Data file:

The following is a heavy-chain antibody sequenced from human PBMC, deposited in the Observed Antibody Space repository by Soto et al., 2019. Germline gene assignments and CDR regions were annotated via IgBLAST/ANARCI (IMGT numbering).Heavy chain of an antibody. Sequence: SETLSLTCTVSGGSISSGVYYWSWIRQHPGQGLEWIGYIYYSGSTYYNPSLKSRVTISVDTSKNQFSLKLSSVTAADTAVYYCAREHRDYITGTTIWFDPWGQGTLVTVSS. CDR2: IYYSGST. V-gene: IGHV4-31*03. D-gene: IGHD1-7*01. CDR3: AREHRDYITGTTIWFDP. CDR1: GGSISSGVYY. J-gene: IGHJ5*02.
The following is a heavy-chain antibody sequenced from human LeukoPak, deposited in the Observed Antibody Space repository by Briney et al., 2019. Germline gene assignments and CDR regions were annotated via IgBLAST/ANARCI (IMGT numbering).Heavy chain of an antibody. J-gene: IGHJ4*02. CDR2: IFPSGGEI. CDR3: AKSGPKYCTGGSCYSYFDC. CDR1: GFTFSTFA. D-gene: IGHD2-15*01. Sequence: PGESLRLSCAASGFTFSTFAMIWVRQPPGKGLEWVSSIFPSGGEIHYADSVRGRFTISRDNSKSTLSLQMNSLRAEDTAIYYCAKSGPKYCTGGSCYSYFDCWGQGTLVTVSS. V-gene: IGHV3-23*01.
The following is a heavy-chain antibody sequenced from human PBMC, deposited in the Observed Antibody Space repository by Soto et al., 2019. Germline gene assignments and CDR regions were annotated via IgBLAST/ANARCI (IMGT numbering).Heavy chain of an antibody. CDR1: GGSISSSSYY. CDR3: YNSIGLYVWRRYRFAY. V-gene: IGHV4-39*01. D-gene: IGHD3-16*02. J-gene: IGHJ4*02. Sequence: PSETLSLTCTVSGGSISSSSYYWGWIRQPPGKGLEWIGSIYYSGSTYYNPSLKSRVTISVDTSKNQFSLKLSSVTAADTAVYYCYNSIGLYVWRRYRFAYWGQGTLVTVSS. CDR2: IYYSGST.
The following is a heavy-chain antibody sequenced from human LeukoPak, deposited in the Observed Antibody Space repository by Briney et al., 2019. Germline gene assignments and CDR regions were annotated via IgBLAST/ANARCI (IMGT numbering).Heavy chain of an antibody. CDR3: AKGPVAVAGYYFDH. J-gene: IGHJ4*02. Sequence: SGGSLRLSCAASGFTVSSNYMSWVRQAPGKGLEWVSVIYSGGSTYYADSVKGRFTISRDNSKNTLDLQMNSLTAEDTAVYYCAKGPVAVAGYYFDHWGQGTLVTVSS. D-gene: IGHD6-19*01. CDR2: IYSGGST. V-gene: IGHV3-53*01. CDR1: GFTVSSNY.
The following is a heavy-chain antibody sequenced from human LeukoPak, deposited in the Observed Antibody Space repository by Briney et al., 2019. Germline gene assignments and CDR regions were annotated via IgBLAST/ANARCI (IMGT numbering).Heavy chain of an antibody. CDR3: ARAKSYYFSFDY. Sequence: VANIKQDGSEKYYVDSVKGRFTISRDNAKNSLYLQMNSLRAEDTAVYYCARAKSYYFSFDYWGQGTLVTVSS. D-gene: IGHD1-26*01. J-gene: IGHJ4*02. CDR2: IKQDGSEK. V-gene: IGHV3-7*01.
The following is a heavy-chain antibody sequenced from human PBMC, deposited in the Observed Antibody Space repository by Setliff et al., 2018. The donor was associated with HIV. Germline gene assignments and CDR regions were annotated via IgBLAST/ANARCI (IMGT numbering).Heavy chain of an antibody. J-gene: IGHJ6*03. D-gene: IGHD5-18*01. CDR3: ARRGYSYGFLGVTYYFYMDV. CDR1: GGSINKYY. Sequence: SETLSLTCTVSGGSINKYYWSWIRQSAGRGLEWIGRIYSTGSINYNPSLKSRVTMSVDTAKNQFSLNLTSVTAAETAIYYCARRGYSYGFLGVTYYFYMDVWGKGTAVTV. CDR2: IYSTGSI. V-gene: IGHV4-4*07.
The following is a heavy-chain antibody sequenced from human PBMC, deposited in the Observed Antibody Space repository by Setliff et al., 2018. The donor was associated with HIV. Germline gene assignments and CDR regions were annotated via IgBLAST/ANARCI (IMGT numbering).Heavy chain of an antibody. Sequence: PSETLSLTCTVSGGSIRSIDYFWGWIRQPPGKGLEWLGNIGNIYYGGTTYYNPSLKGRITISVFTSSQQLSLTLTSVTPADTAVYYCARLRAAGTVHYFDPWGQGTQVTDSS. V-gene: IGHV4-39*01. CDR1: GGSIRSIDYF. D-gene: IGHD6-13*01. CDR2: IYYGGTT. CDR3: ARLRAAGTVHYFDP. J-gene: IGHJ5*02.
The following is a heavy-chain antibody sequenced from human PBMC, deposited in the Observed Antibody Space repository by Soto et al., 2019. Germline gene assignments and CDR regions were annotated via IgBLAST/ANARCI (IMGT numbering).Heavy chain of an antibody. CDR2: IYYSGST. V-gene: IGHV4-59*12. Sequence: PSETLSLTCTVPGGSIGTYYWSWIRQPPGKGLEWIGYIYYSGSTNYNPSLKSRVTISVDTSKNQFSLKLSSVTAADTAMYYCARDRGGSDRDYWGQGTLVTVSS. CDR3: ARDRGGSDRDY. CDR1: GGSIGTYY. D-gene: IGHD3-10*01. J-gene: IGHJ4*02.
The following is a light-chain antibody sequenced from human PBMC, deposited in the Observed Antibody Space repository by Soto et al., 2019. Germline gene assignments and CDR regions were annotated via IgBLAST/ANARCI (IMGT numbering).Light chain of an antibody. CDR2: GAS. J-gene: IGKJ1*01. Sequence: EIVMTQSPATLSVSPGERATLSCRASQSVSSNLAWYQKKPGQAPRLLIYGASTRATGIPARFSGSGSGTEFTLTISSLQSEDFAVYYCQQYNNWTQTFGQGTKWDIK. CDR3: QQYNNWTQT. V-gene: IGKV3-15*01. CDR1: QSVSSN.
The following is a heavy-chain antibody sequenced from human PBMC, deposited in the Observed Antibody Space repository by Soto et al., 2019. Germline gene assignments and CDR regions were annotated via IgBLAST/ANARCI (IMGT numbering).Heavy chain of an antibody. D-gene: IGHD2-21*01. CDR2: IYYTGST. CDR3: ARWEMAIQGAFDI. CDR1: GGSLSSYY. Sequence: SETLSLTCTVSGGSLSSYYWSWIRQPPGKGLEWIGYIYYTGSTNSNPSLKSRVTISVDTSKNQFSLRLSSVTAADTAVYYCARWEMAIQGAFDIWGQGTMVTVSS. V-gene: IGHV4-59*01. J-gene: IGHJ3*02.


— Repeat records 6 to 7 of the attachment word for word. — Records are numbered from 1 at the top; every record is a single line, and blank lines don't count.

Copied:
The following is a heavy-chain antibody sequenced from human PBMC, deposited in the Observed Antibody Space repository by Setliff et al., 2018. The donor was associated with HIV. Germline gene assignments and CDR regions were annotated via IgBLAST/ANARCI (IMGT numbering).Heavy chain of an antibody. J-gene: IGHJ6*03. D-gene: IGHD5-18*01. CDR3: ARRGYSYGFLGVTYYFYMDV. CDR1: GGSINKYY. Sequence: SETLSLTCTVSGGSINKYYWSWIRQSAGRGLEWIGRIYSTGSINYNPSLKSRVTMSVDTAKNQFSLNLTSVTAAETAIYYCARRGYSYGFLGVTYYFYMDVWGKGTAVTV. CDR2: IYSTGSI. V-gene: IGHV4-4*07.
The following is a heavy-chain antibody sequenced from human PBMC, deposited in the Observed Antibody Space repository by Setliff et al., 2018. The donor was associated with HIV. Germline gene assignments and CDR regions were annotated via IgBLAST/ANARCI (IMGT numbering).Heavy chain of an antibody. Sequence: PSETLSLTCTVSGGSIRSIDYFWGWIRQPPGKGLEWLGNIGNIYYGGTTYYNPSLKGRITISVFTSSQQLSLTLTSVTPADTAVYYCARLRAAGTVHYFDPWGQGTQVTDSS. V-gene: IGHV4-39*01. CDR1: GGSIRSIDYF. D-gene: IGHD6-13*01. CDR2: IYYGGTT. CDR3: ARLRAAGTVHYFDP. J-gene: IGHJ5*02.